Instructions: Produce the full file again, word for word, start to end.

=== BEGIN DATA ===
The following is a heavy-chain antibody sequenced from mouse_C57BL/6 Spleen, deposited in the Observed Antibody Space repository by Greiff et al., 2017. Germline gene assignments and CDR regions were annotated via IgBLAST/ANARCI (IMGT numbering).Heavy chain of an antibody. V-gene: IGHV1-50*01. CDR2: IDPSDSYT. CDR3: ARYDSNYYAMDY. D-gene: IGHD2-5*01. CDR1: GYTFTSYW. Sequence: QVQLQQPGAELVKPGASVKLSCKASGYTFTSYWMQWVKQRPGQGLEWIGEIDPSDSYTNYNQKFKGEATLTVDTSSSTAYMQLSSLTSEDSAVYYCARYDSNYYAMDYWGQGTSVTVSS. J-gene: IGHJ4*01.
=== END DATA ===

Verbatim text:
The following is a heavy-chain antibody sequenced from mouse_C57BL/6 Spleen, deposited in the Observed Antibody Space repository by Greiff et al., 2017. Germline gene assignments and CDR regions were annotated via IgBLAST/ANARCI (IMGT numbering).Heavy chain of an antibody. V-gene: IGHV1-50*01. CDR2: IDPSDSYT. CDR3: ARYDSNYYAMDY. D-gene: IGHD2-5*01. CDR1: GYTFTSYW. Sequence: QVQLQQPGAELVKPGASVKLSCKASGYTFTSYWMQWVKQRPGQGLEWIGEIDPSDSYTNYNQKFKGEATLTVDTSSSTAYMQLSSLTSEDSAVYYCARYDSNYYAMDYWGQGTSVTVSS. J-gene: IGHJ4*01.